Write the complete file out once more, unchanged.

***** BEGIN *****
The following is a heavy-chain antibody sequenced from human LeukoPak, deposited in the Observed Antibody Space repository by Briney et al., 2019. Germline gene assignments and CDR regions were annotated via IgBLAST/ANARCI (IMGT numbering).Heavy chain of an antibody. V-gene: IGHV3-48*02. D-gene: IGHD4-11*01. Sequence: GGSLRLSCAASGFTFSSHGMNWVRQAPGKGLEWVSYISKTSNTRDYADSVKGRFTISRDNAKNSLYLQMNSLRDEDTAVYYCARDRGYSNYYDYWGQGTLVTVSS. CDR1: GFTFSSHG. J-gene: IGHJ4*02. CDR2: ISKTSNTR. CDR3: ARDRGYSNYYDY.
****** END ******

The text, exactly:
The following is a heavy-chain antibody sequenced from human LeukoPak, deposited in the Observed Antibody Space repository by Briney et al., 2019. Germline gene assignments and CDR regions were annotated via IgBLAST/ANARCI (IMGT numbering).Heavy chain of an antibody. V-gene: IGHV3-48*02. D-gene: IGHD4-11*01. Sequence: GGSLRLSCAASGFTFSSHGMNWVRQAPGKGLEWVSYISKTSNTRDYADSVKGRFTISRDNAKNSLYLQMNSLRDEDTAVYYCARDRGYSNYYDYWGQGTLVTVSS. CDR1: GFTFSSHG. J-gene: IGHJ4*02. CDR2: ISKTSNTR. CDR3: ARDRGYSNYYDY.